Founded in 2006, the Pensioners’ party or Gil (“Age” in Hebrew) came to prominence in Tel Aviv’s 2003 municipal elections. In the national 2006 elections, the Pensioners won seven seats in the Knesset in its first-ever parliamentary race. The party received significant support from Israeli youth who supported it as a protest against parties marred by political scandals and corruption. The chairman of the Pensioners’ Party is ex-Mossad chief Rafi Eitan, who was the architect behind the capture of Nazi war criminal Adolph Eichmann. The Pensioners’ party runs on a platform that calls for increasing pension benefits for the 750,000 retirees who receive pensions in Israel. Other central goals include improved medical care for the elderly, guaranteed pensions, and subsidized public housing.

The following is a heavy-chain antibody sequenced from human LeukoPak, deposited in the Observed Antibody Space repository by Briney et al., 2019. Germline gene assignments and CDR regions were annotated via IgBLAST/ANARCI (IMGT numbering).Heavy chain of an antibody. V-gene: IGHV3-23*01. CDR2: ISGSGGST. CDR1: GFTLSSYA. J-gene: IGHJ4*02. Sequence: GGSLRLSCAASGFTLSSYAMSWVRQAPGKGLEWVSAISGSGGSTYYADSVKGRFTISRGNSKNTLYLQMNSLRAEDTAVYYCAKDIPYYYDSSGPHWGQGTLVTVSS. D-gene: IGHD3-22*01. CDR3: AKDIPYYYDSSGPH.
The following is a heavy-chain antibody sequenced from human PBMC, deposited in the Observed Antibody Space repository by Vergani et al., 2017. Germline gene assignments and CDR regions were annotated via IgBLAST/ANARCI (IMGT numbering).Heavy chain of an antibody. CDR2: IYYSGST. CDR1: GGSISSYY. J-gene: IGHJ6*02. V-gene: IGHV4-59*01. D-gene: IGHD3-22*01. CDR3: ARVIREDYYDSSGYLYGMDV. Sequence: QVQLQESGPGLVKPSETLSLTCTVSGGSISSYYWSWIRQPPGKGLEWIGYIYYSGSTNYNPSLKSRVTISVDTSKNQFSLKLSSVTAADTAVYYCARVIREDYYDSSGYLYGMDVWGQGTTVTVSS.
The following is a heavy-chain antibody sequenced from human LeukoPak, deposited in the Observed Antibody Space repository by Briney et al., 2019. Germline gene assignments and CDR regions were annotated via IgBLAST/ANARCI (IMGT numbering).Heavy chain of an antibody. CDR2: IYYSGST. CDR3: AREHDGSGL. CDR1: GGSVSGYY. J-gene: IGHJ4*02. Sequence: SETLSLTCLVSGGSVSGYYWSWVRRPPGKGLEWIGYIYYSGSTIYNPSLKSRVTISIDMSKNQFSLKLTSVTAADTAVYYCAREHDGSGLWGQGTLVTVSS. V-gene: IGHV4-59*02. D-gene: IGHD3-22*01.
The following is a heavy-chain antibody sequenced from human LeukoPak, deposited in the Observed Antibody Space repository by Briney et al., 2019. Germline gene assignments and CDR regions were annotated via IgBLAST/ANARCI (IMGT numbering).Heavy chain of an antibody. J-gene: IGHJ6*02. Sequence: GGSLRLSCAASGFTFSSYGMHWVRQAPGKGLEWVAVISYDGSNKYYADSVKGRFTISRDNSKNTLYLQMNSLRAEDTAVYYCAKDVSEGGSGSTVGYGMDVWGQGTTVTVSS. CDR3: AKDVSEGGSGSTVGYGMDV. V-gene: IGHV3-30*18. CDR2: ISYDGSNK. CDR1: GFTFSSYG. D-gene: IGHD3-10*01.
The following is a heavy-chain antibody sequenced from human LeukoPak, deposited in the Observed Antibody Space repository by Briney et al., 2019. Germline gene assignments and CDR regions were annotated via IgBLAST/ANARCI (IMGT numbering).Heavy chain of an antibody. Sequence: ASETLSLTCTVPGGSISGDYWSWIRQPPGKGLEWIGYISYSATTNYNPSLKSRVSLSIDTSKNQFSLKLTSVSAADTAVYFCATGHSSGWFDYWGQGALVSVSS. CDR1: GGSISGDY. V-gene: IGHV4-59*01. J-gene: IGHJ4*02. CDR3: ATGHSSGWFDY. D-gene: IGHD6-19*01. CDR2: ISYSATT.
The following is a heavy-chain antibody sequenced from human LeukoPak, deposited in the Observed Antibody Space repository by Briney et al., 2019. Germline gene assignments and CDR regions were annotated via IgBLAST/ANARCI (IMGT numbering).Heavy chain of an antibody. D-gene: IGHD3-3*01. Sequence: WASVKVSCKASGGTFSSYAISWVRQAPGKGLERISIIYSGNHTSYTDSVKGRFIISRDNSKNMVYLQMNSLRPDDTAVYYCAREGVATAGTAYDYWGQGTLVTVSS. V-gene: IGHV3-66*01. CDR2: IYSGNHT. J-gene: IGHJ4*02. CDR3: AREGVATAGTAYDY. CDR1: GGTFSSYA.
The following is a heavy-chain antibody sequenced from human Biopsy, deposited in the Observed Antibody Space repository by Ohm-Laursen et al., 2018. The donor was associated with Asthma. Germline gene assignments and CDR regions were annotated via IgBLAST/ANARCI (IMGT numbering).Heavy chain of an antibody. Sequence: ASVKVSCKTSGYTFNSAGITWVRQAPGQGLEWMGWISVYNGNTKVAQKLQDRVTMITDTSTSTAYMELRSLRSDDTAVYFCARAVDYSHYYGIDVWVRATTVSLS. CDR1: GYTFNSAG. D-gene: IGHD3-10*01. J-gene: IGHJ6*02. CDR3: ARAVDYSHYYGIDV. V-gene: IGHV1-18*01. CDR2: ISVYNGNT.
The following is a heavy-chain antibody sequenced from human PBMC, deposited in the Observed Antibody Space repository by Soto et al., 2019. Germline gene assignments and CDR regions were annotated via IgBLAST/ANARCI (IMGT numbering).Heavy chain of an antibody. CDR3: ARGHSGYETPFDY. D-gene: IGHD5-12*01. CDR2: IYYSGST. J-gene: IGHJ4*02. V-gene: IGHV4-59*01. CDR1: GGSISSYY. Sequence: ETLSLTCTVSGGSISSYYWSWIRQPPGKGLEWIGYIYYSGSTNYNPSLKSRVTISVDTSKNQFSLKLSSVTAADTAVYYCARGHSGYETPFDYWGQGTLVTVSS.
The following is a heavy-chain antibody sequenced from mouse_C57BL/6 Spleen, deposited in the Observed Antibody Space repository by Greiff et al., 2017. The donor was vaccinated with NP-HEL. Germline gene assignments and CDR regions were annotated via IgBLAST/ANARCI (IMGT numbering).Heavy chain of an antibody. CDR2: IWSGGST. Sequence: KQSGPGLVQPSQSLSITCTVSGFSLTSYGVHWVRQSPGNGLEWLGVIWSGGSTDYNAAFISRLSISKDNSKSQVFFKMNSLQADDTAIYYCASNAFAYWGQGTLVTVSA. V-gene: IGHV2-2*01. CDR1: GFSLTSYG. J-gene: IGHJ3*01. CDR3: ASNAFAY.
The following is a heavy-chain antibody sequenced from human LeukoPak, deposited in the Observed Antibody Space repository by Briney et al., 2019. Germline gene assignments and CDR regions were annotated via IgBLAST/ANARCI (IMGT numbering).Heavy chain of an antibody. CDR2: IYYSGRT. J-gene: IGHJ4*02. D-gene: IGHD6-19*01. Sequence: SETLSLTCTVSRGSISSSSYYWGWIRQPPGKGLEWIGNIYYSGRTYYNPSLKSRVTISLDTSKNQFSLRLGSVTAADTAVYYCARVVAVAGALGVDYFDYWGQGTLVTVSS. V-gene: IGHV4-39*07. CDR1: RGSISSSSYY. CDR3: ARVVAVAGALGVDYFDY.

The party adopts a centrist stance with regard to the peace process with the Palestinians and has suggested that it is open to territorial compromise and the eventual establishment of a Palestinian state. Eitan is opposed, however, to allowing East Jerusalem to become the Palestinian capital.
Sources: The Israel Project